Ashleigh Nash describes her award winning night.
The annual SABC News Awards were held at Sun City in the North West province on Saturday, 13 September. As a nominee in the student category of ‘TV Current Affairs’ I was lucky enough to be invited to represent the Rhodes Journalism TV department and my crew for the weekend.
Rhodes Journalism had a strong presence at the awards with two of my television classmates nominated in the same category. From the moment we arrived, we felt like celebrities, having our own rooms and a personal chauffeur. The fact that this was a golf cart driver whom we paid to drive us a mere 1km made no difference. We were queens of the Lost City, where we found our childhood again by making waves on the lazy river and screaming down the dark tarantula slide. Although our time was interspersed with a rehearsal and a run though of the event, we had to admit that the awards were the reason we were there!
When Saturday evening came around, we walked the red carpet in style, with cameras flashing and a televised banquet awaiting. The SABC went out of their way to make their nominees feel special. When you look at the statistics, it is only apt to feel proud of one’s nomination. This year there were more than 500 entries and only 42 finalists chosen. Categories ranged from camera personnel and video editors to producers and presenters of current affairs shows and news bulletins. The student section, introduced in 2007, included 3 categories for radio and one for television.
I was convinced that one of my other classmates would win. In fact, when our category finally came around, I had not even watched how the other winners had walked onto stage. I was anything but nervous. Suddenly, I felt the massive spotlight moving towards me and my crew’s name being called, “and the winner is FAB Productions, represented by Ashleigh Nash”. I was in absolute shock and I felt as though I had stolen the Oscar from Charlize Theron! I gathered myself, accepted the award and proceeded to make a speech. The rest of the night was filled with photos, congratulations and a little schmoozing. It was a moment that I will treasure for the rest of my life.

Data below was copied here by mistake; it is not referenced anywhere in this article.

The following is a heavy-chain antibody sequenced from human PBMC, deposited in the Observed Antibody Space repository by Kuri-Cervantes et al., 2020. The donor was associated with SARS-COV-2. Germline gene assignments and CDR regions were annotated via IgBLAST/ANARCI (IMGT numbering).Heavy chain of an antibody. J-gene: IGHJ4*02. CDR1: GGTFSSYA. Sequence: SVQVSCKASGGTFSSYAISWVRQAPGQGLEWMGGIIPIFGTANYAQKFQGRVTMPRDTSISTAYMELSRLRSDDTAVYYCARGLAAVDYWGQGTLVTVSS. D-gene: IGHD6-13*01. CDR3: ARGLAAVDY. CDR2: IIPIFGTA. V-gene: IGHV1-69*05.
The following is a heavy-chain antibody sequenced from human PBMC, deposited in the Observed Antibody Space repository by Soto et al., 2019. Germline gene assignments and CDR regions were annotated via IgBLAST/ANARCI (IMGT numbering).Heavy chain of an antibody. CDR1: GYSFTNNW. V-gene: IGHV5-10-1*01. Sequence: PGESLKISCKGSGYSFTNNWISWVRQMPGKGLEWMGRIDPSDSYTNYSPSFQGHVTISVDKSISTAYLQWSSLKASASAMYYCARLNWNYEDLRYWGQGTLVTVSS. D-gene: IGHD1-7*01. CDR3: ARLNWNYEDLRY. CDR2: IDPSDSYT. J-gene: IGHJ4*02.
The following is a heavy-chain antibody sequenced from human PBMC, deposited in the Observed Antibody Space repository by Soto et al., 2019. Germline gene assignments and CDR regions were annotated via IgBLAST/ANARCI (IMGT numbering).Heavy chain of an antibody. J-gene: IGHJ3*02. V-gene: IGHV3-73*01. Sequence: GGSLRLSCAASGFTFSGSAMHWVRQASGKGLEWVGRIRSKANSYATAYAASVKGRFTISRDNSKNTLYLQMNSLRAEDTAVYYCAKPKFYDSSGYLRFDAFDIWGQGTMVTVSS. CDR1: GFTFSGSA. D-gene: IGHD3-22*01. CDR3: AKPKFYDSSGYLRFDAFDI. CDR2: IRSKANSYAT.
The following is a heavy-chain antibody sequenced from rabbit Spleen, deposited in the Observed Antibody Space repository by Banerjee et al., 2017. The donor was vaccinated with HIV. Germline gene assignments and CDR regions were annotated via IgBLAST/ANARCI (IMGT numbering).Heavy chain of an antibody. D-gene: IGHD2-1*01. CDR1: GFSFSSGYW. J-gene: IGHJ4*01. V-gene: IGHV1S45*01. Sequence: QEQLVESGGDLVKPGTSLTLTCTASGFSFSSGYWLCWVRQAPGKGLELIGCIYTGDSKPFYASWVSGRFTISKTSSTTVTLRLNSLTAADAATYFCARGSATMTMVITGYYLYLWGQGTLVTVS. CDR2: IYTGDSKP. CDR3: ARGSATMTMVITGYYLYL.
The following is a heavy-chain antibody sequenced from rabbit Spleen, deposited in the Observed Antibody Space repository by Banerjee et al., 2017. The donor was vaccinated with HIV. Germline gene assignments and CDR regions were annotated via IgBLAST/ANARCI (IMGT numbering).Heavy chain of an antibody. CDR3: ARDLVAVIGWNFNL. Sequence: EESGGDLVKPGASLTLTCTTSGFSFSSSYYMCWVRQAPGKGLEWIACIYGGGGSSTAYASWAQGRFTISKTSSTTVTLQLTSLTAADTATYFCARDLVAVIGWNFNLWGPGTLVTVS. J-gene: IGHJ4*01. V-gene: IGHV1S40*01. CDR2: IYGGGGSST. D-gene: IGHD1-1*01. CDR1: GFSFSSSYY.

I think that these awards are a great platform for student journalism, especially as you are treated equally to the SABC’s own staff. Most importantly, of course, to actually have your work seen and admired is the biggest victory. Our documentary, ‘Food Crisis’, highlights the extent of the global economic crisis and how the majority of South Africans are now living below the absolute poverty line. For seasoned journalists and judges to see the relevance in this is an honour and a testament to Rhodes journalism.
TV lecturer Paul Hills is thrilled that his students have won the prize two years in row. “The stereotype that student work is not as good as industry’s, needs to be challenged. Sure, practice makes perfect, but Rhodes’ unique mix of analysis, critique and practical experiential learning gives legs to student output, sometimes exceeding industry standards. One only has to look at the cueTV coverage of the National Arts Festival. The SABC is sometimes confused by how we work. The Rhodes school of Journalism & Media Studies TV journalism course turns on its head the notion of a separation between conception and execution. The SABC tends to want to recognize the ‘journalist’, often ignoring the contribution of the crew.”
Hills notes that the course’s approach to multi-skilling is the strongest feature of the course, and empowers students for industry like none other in the country. “Rhodes TV students are required to conceive, research, shoot and edit their video pieces,” remarks Hills, “Gone are the days of specialised pigeon holes in the TV productive process, what companies are crying out for now, is critical, autonomous multi-skillers who are able to do everything.”
This has certainly paid off with recognition like the SABC News Awards, and the South African TV industry is eager to employ the School’s TV graduates. Student output can be downloaded from http://rutv4.ru.ac.za, http://cuetv.ru.ac.za and http://scitv.ru.ac.za. The winning
SABC Group Executive of News and Current Affairs, Dr Snuki Zikalala, was impressed with the amount of student entries this year. He also expressed his joy at the quality of the work submitted saying, “This year’s entries seriously challenged our panel of judges. The respective winners are truly deserving of their accolades, having faced some very tough competition”. This remark corresponded to the event’s mandate of ‘rewarding excellence’.
Second year Rhodes journalism student, Nontobeko Sibisi, also won in her category ‘Presenter Radio News’. Each category winner was given a trophy and R10 000 from the SABC.
This article was published in The Grocott’s Mail
Rhodes Nominees and Winners:
‘TV Current Affairs’
FAB Productions Ashleigh Nash, Gabrielle Gray, Demelza Bush
SMGS Productions Hayley Mueller, David Edmeades, Luxolo Matomela
16×9 Productions Joni Els, Rulleska Singh, Anthony Andrews, Lindsay Thorpe